My cousin Josh was quite an accomplished basketball player; his family went so far as to move him from England all the way to the Metro Detroit area so that he could play on a prominent high school team that had produced recognizable NBA talent. “I’m going to have to get a lot taller if I want to have any chance of playing in the NBA,” Josh often told me. “Fortunately, the doctor says I haven’t unlocked all of the growth plates in my back yet, so there’s a chance I can get up to 6-foot-6!”
Josh did everything he could to unlock the mysterious “growth plates” that were allegedly lurking within his bones and waiting to be liberated by whatever time-sensitive process was responsible for their release. To his credit, Jake took it upon himself to stretch regularly, and even suspended himself from a pull-up bar that capped the doorway to his room for as long as he could bear to leave himself dangling.
Amazingly, Josh did manage to surge to a height of 6-foot-4, which shocked me because his father stood about 6-foot flat, and I wasn’t aware of anyone on his mother’s side who had ever achieved such a lofty height before.
So what was the deal? Had all of that stretching unlocked a miracle? Was it truly possible that stretching had made my cousin taller?
Does stretching actually make you taller?
The notion that you can functionally stretch your own limbs, eliciting growth from them that would have gone otherwise unrealized, and cementing that growth as permanent is an idea that’s persisted for centuries. Nearly 100 years ago, a nationally syndicated column by Antoinette Donnelly entitled “Stretching Can Make You Seem Taller” began making the rounds in March 1930.
“Stretch before you get out of bed in the morning,” Donnelly recommended. “Stretch the legs, the arms, the torso. Stretch during the day — arms high over head. Walk around a few turns on the toes, stretching up full height and taller. Put a marker on the wall high up and try to reach it with your hands. It will make you conscious of the need of exercise, of more air in your lungs and of the height you might be if you pulled yourself upright.”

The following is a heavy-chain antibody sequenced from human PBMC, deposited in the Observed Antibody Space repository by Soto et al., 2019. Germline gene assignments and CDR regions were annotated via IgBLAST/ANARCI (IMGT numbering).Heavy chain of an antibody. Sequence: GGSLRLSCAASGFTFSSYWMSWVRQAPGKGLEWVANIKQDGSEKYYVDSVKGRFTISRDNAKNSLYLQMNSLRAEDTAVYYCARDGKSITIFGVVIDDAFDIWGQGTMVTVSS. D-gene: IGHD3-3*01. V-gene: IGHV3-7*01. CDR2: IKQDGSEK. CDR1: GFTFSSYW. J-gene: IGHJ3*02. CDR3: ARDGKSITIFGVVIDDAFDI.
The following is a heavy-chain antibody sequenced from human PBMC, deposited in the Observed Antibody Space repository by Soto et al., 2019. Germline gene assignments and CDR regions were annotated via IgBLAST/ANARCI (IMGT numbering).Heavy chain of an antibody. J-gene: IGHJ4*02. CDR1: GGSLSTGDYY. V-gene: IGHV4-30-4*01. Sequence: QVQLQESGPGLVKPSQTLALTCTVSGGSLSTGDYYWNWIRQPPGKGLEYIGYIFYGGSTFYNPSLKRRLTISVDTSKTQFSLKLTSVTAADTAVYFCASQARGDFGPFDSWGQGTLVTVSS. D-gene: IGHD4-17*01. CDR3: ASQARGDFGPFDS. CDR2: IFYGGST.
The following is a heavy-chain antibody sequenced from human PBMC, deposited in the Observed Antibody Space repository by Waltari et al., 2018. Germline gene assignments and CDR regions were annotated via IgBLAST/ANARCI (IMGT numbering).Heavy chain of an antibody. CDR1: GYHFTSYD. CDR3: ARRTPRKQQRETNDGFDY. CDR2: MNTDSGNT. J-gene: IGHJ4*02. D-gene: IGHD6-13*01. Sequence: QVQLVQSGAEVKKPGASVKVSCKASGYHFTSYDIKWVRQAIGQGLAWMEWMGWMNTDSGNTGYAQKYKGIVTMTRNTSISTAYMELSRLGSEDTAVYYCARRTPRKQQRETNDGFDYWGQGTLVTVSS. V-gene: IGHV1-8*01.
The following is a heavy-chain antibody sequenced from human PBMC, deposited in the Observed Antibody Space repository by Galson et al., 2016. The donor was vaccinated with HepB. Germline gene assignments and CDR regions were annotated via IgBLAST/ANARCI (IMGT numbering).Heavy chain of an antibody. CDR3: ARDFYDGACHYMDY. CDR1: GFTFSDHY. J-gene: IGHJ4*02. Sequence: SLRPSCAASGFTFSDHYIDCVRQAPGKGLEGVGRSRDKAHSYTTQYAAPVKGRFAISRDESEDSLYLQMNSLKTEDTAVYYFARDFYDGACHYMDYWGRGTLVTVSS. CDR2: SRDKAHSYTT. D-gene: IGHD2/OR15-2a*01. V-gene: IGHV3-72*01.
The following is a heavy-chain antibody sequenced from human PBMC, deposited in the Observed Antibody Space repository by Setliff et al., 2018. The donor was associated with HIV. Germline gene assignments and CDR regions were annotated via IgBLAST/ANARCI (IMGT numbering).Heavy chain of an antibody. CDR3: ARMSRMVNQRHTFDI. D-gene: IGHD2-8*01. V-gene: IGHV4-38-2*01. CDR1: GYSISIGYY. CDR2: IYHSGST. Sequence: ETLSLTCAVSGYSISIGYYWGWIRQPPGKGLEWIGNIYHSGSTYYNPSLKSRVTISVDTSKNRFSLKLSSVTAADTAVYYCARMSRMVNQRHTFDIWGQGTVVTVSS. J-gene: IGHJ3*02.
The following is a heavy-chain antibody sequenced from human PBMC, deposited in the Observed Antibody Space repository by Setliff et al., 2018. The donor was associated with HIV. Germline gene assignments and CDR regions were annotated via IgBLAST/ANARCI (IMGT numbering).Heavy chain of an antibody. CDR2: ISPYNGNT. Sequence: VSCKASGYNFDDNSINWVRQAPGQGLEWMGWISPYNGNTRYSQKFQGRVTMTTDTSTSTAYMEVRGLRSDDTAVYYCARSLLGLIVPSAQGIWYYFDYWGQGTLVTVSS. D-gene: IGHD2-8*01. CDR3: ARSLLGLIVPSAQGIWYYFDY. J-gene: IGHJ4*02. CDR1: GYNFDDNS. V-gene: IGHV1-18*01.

Donnelly qualified her assertion by saying that she wasn’t convinced that the stretching added legitimate inches to a person’s frame aside from helping the lengthened muscles to provide the impression of height. However, she did say “it might be quite possible” to permanently influence the growth of bones through stretching that’s performed before “the bony framework” has been set. In other words, she instilled hope in young readers that they could indeed stretch their way to permanent tallness.
Meanwhile, by the 1960s, science had essentially debunked the notion that physical interventions could prompt growth spurts, as if bones could gradually respond to external pressures by lengthening themselves. Beauty columnist and author Josephine Lowman advised her readers to engage in their own battery of stretches for the sake of maximizing their height potential through postural improvements, but conceded that there was no special diet or exercise that would permanently extend the limbs.
As the 1980s loomed, New York Times writer Claudia Driefus took on the stretch-your-way-to-height belief in her “Body Myths” column from September 1979, stating the following: “Stretching will never permanently increase height. Tallness is determined by heredity and nutrition. However, if you do stretching exercises, your body will be a half inch taller after the workout than it is at bedtime. The change is not permanent.”
Dreifus closed by attributing the compression of the spine throughout the day to the pull of gravitational forces, and reaffirmed that the decompression effect provided by stretching is only temporary.
So what does science say today?
Specifically, that 60 percent to 80 percent of human height is determined by genetics, and that the remaining 20 percent to 40 percent is influenced by nutrition. Therefore, to extract the furthest expanse out of a child’s height before puberty concludes, we’re advised to feed them the healthiest, most balanced range of nutrients.
Now, with respect to the growth-plates comment my cousin alluded to, these plates are the softer tissues at the outer reaches of growing skeletons. While doctors can evaluate X-rays to establish whether or not growth plates have closed and the window of growth opportunity is shutting, there’s no safe way to manipulate them to grow continually. In fact, because these plates are the final areas of the bones to harden, it makes them highly susceptible to injury, so any form of physical tampering would be highly inadvisable.
If maximizing your height is important to you, the half inch that you can recover through an intense stretching regimen might help to put you over the top, so to speak. Just know that sooner or later, you’ll definitely be coming back down to earth.